LONDON — Editors of Britain’s top newspapers have banded together to demand that British Prime Minister David Cameron offer better protection against snooping on journalists amid revelations that Britain’s electronic spy agency has collected e-mails from international media organizations.
The Government Communications Headquarters, or GCHQ, the British equivalent of the U.S. National Security Agency, scooped up e-mails from journalists working for major media outlets, according to documents released by Edward Snowden, the Guardian newspaper reported.
E-mails from the Guardian, The Washington Post, Reuters, the New York Times, NBC, Le Monde, the BBC and the Sun were among 70,000 harvested in November 2008 — collected in less than 10 minutes — as part of a GCHQ test exercise, the Guardian reported. It said the e-mails, taken from a tap on fiber-optic cables, included conversations between reporters and editors consulting on stories.
Citing separate documents released by Snowden, a former NSA contractor, the Guardian also said that GCHQ had listed “investigative journalists” as a threat alongside terrorists and hackers.
The Guardian’s revelations come as more than 100 British editors have signed a letter demanding better protection against the police targeting of journalists’ telephone records. In the letter, published Monday on the Press Gazette Web site, senior British editors urged Cameron to intervene to address concerns about police abuse of anti-terrorism surveillance laws.
The letter cites a specific example of how the London Metropolitan Police used surveillance powers linked to the Regulation of Investigatory Powers Act to covertly access the telephone records of journalists at the Sun newspaper “in order to identify and punish lawful police sources,” triggering “widespread alarm” in the industry.
“Public sector whistleblowers will not come forward to journalists in future if law enforcement agencies have the power to view journalists’ phone records at will,” the letter states.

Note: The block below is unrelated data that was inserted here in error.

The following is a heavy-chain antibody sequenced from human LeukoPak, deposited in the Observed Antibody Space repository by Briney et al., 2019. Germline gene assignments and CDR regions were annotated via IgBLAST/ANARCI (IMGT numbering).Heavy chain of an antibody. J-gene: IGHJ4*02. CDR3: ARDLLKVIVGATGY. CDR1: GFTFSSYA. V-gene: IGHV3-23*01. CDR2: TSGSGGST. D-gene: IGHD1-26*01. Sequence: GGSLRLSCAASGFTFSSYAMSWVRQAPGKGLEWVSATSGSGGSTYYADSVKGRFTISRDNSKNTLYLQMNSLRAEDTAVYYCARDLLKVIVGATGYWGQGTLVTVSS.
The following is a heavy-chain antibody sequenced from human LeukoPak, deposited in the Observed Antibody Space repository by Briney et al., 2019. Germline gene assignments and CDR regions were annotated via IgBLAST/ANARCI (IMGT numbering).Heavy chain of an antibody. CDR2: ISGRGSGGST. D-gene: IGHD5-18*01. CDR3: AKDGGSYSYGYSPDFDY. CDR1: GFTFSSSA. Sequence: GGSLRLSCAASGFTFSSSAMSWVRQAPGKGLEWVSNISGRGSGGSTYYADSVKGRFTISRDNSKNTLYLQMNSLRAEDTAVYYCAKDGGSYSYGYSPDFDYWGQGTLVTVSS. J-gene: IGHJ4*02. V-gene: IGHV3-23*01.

When contacted for a response to the Guardian revelations, a GCHQ spokesman said: “It is long-standing policy that we do not comment on intelligence matters. Furthermore, all of GCHQ’s work is carried out in accordance with a strict legal and policy framework, which ensures that our activities are authorized, necessary and proportionate, and that there is rigorous oversight.”
In the United States, civil liberties advocates reacted sharply to the disclosures.
“This is the inevitable result of the kind of wholesale surveillance that’s now authorized under both U.K. and U.S. law,” said Jameel Jaffer, deputy legal director of the American Civil Liberties Union. He added, “There is little evidence that this kind of mass surveillance is effective or necessary, but it presents a very real threat not just to privacy but to the freedoms of speech and association as well.”
Press freedom activists said the disclosure raises questions. “At first glance, it doesn’t look like reporters were intentionally targeted, but we are concerned about whether, under information-sharing agreements the United States has with Britain, a U.S. intelligence agency could have gotten ahold of this information,” said Hannah Bloch-Wehba, Stanton Foundation fellow at the Reporters Committee for Freedom of the Press.
The latest revelations in Britain will add fuel to a debate over the state’s eavesdropping powers that has been burning especially bright here following the attacks in Paris this month that left 17 dead.
Cameron has called for security agencies to have greater surveillance powers to access encrypted messages from potential terrorists, prompting speculation that any new laws could lead to the banning of messaging services such as WhatsApp and Snapchat. He has also promised legislation to bolster the state’s surveillance powers if he wins the general election in May.
Nick Clegg, the deputy prime minister and leader of the Liberal Democrats, has said that the renewed calls to track details of all Britons’ Web and social media activity would be a grossly disproportionate response.
In Washington, Attorney General Eric H. Holder Jr. recently announced tighter guidelines for the use of subpoenas, court orders and search warrants to obtain information and records of journalists.
Federal investigators will now need authorization from the attorney general if they want to seek information from journalists who used classified material or confidential sources. Previously, the department had insisted that the policy apply only to “ordinary newsgathering.”
Ellen Nakashima in Washington contributed to this report.